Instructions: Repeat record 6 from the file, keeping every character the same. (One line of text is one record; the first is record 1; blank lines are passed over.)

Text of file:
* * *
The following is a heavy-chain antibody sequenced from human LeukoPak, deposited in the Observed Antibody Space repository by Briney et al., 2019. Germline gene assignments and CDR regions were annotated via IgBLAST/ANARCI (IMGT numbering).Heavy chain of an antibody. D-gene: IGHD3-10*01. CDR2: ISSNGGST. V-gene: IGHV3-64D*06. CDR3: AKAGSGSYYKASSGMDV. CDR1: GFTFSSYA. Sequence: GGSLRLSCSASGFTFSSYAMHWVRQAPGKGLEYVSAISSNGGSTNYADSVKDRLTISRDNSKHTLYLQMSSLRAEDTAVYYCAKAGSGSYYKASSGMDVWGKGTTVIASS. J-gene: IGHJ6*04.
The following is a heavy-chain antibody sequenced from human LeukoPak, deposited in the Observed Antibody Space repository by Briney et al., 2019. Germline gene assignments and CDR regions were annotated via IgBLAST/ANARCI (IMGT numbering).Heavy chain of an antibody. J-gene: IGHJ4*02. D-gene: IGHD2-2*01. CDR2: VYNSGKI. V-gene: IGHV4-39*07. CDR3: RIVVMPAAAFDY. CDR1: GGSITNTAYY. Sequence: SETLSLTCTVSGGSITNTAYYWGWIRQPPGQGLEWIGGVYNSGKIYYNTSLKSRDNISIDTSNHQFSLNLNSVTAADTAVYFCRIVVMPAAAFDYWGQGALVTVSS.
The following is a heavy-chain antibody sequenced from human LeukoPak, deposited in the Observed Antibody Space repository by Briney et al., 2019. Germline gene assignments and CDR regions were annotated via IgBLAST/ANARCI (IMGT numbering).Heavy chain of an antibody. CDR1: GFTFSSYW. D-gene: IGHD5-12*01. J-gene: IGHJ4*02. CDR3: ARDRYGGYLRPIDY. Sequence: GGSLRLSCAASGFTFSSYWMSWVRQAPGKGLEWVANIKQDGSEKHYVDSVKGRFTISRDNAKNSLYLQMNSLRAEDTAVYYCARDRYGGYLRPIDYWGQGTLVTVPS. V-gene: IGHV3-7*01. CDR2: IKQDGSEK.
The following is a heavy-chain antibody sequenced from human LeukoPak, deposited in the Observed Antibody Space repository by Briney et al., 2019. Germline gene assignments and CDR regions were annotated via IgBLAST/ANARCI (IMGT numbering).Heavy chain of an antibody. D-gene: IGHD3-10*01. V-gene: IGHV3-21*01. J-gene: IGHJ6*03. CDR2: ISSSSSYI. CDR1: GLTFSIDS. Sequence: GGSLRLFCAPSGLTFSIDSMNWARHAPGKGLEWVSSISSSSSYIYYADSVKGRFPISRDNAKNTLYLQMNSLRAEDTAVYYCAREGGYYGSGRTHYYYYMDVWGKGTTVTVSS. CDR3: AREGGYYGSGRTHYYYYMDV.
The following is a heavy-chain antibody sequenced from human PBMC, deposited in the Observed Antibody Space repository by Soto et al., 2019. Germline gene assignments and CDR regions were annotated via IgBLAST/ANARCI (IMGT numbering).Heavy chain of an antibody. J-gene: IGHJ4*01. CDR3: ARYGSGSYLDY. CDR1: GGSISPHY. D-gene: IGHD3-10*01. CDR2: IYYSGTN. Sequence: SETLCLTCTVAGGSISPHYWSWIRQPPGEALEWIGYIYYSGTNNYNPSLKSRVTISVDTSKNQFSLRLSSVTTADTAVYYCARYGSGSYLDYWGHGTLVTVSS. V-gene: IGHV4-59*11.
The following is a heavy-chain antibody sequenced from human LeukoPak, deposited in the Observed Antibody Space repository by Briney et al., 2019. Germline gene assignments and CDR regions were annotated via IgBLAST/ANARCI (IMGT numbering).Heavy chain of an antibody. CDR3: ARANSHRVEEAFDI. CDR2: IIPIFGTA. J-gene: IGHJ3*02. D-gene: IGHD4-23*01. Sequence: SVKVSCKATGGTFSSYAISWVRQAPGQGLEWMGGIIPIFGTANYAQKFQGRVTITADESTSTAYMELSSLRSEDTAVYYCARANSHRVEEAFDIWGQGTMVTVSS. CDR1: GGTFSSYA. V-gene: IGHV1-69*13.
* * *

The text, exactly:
The following is a heavy-chain antibody sequenced from human LeukoPak, deposited in the Observed Antibody Space repository by Briney et al., 2019. Germline gene assignments and CDR regions were annotated via IgBLAST/ANARCI (IMGT numbering).Heavy chain of an antibody. CDR3: ARANSHRVEEAFDI. CDR2: IIPIFGTA. J-gene: IGHJ3*02. D-gene: IGHD4-23*01. Sequence: SVKVSCKATGGTFSSYAISWVRQAPGQGLEWMGGIIPIFGTANYAQKFQGRVTITADESTSTAYMELSSLRSEDTAVYYCARANSHRVEEAFDIWGQGTMVTVSS. CDR1: GGTFSSYA. V-gene: IGHV1-69*13.